I’ve been nursing a bee sting on the bottom of my foot for weeks. I ignored it at first, thinking it would heal on its own. But it hasn’t. Now, I’m annoyed at the nagging pain I feel when I’m on my feet too long.
My sister suggested I puncture the wound and look for a stinger that needs to be removed. I’m not a good patient but I carefully inserted a sterile needle close to the wound and removed a small skin-like material I found. Optimistic that would help, I thought — let the healing begin. But the nagging pain continues. I’m now soaking it daily with espson salt and keeping it covered with antibiotic ointment and a bandaid. If that doesn’t help, I’ll have to consider my last resort – a trip to the doctor.
I would prefer wounds heal on their own. But that doesn’t always happen. Whether it’s a physical wound or an emotional wound, the steps we take determine how quickly our wounds heal.
Stepparenting wounds come in all shapes and sizes. They occur when someone hurts our feelings or our expectations aren’t met. In the beginning stages of blending a family, wounds occur frequently.
Some wounds resolve on their own, but most require special attention. Nagging wounds occur repeatedly, leaving us vulnerable to anger and resentment.
So how do we resolve our stepparenting wounds? How do we prevent our wounds from negatively impacting our relationships? Here are a few steps I suggest:
1. Forgive your stepchild.
You may be justified in your anger, but it’s hard to find peace when you refuse to forgive an offense. The relationship with your stepchild suffers when you hang onto your hurt. Take the high road. “Forgive as the Lord forgave you.” (Colossians 3:13)
2. Don’t allow your feelings to fester.
I allowed my bee sting to fester for weeks before I did anything about it. As a result, the wound will take longer to heal.
Emotional wounds fester when we let our feelings take over our mind. Instead of addressing the issue, we compound it by complaining to others, acting out in anger, or stuffing our feelings deep inside.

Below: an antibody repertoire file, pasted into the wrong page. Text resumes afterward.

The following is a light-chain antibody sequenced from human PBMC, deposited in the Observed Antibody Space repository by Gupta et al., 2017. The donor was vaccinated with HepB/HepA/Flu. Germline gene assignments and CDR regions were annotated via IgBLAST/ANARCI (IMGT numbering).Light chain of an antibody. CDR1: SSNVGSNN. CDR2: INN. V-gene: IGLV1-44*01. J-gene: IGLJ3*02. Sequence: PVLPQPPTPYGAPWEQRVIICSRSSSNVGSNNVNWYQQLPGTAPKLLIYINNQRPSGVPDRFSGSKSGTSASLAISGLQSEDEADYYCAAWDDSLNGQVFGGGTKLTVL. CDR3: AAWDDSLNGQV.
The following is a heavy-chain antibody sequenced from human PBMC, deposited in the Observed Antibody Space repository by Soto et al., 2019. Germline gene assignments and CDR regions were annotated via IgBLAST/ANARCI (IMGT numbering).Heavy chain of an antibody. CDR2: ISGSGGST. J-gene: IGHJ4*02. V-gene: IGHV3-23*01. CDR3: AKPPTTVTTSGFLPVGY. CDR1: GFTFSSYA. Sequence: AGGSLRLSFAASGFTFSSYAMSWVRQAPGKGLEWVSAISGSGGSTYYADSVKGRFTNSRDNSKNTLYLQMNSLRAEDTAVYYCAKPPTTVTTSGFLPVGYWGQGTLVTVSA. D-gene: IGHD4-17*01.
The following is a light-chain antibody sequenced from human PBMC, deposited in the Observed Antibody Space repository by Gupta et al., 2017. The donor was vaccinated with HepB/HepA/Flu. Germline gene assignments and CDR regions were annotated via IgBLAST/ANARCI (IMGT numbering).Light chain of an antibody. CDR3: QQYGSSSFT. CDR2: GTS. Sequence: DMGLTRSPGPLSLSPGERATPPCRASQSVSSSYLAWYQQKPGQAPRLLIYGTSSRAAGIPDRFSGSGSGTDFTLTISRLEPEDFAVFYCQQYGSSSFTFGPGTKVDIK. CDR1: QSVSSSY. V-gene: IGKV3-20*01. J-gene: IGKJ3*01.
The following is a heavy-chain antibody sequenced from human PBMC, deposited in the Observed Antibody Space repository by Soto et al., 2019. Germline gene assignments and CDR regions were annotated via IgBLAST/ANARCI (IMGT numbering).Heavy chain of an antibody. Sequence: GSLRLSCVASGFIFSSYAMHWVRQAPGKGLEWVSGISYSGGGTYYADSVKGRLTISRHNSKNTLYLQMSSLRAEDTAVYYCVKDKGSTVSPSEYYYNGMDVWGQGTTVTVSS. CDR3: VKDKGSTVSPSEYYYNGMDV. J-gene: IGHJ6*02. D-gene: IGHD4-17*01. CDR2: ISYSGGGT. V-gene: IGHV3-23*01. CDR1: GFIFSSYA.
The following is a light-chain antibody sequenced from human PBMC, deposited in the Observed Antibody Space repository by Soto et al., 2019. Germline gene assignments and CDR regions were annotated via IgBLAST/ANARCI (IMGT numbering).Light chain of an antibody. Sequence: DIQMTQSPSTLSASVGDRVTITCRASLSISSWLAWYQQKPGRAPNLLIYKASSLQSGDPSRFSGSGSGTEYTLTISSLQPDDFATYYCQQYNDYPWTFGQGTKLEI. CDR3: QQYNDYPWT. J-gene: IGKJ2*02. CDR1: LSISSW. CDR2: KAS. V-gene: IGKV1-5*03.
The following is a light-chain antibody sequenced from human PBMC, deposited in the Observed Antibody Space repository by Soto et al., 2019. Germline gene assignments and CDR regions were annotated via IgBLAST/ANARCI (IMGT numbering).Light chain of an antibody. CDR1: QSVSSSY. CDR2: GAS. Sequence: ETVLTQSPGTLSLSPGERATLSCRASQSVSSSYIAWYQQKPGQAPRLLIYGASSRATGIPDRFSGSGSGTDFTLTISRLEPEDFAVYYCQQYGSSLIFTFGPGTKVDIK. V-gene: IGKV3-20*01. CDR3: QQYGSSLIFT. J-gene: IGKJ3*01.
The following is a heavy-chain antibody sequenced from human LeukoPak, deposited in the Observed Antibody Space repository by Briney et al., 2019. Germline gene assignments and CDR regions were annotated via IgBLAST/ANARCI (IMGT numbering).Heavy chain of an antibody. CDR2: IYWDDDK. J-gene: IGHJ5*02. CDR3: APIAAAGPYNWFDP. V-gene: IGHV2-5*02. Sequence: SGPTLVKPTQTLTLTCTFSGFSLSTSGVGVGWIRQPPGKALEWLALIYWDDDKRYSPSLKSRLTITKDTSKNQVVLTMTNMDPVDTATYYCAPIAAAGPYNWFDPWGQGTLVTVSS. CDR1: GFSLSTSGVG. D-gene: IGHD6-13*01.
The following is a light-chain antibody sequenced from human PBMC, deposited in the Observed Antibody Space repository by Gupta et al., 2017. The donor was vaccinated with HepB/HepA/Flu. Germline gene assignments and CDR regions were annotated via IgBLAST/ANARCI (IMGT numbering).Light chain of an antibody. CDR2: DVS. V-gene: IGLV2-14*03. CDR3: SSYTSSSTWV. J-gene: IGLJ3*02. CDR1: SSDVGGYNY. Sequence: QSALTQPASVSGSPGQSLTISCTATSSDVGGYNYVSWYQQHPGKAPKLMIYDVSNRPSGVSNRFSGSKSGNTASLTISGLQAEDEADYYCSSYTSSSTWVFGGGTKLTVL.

Festering wounds erupt. Deal with the offense so healing can begin.
3. Commit to pray daily for your stepchild and strive to think only positive thoughts about him/her.
I know that’s not easy. When my stepson made piercing remarks about me in a custody hearing years ago, I didn’t want to consider praying for him or try to think positively about him. But when I made a conscious choice to dwell on his positive aspects and pray for his well-being, my wounds began to heal.
4. Give yourself grace for your part of the offense.
Each of us plays a role in conflict. Nonverbal communication speaks loudly. Stepchildren sense disapproving thoughts and critical looks. Words fly out of our mouth we can’t stop, contributing to conflict.
But if we choose to stay defeated in our guilt, we won’t find victory with our wounds. Recognize your part and ask for forgiveness. Then give yourself grace and move on – imperfect people make mistakes.
5. Seek help when necessary.
It’s not unusual to get stuck nursing a stepparenting wound without healing. Some wounds go deep and wide, requiring professional help. It’s not a sign of weakness to ask for help, it’s a sign of courage.
If you’re considering stepparenting coaching, my fees for the summer are reduced. I would love to help you heal your stepparenting wounds and restore your relationships.
What other tips can you offer to help with stepparenting wounds? I would love to hear from you.
Coping with Loss in a Stepfamily
When Stepparenting Feels Too Hard: Four Ways to Overcome Discouragement